During World War II, thousands of German “Propaganda Company” (PK) photographers took at least three and a half million pictures of every front on which the Germans were fighting. Hundreds of these photographs were published in mass circulation illustrated magazines and newspapers and seen by millions of readers. These images helped in significant ways to shape the way that Germans and Europeans saw the war between 1939 and 1945 and also to affect the visual memory of World War II up to the present day.
Benno Wundshammer (1913-1987) was one of these PK photographers. During World War II he was attached to the German Luftwaffe. He took photographs on almost all of the fronts—Poland, France, the Balkans, Russia, North Africa, Italy—where the German army fought. After 1945, he acknowledged that his images had often been used in the service of Nazi propaganda but dcnied that this had anything to do with their innate qualities. Wundshammer depicted himself as a craftsman intent only upon taking “good” pictures of the air-war. Yet it was this same self-image as a skilled practitioner of his craft, relentlessly searching for the “best” pictures of the war, that made Wundshammer so valuable to the Nazi regime. His pride in his work prevented him from ever questioning the job he was being asked to do. Nor were any of the photographs that Wundshammer submitted for publication seriously at odds with the visual needs of the Nazi regime.
Wundshammer was well-placed to take photographs of one of the central components and key emblems of Hitler’s new devastating Blitzkrieg—German warplanes, especially the Stuka dive bomber. He quickly discovered, however, that considerable difficulties confronted any photographer who wanted to take “good” pictures of the most dangerous moments of combat in the air. The central dilemma confronting the photographer was that the most dramatic moments of combat in the air which would have produced the best pictures were also the most dangerous. During combat in the air, the photographer had to man his machine gun because every single weapon on board had to be fired at the enemy. Sheer luck, as well as the photographer’s ability and experience, would determine whether he would be able to take any photographs while also shooting at the enemy. Confronted with the formidable difficulties of taking “good” pictures from a fast-moving plane, Wundshammer came to the conclusion that photographs alone could not show what he had experienced during an air battle; he would also have to write about it afterwards. In 1941, Wundshammer published Flyers-Knights-Heroes.With the Shark Squadron in France and other Reports of Combat. The book was produced by Verlag G. Bertelsmann in Gütersloh, a firm that made a great deal of money under the Nazis publishing very popular “war books.”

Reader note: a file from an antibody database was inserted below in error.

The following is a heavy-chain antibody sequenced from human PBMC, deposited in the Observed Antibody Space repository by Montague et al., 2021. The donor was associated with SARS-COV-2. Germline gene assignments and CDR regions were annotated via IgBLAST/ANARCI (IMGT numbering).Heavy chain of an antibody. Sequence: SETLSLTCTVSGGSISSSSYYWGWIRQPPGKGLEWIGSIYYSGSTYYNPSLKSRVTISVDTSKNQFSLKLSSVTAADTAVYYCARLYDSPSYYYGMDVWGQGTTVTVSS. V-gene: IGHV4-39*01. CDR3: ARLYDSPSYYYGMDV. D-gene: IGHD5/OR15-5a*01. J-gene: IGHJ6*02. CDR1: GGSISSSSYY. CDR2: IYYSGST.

Wundshammer’s experience reminds us that what we remember visually as war depends not only upon what we can see in war photographs but also upon what these photographs do not, cannot, or will not show us.
You may also like:
Steven Hoelscher and Andrea Gustavson’s feature article on the Magnum photo archive and our suggested further reading on Magnum and photojournalism
And Joan Neuberger on digitilized photos from WWII available on Wikimedia Commons.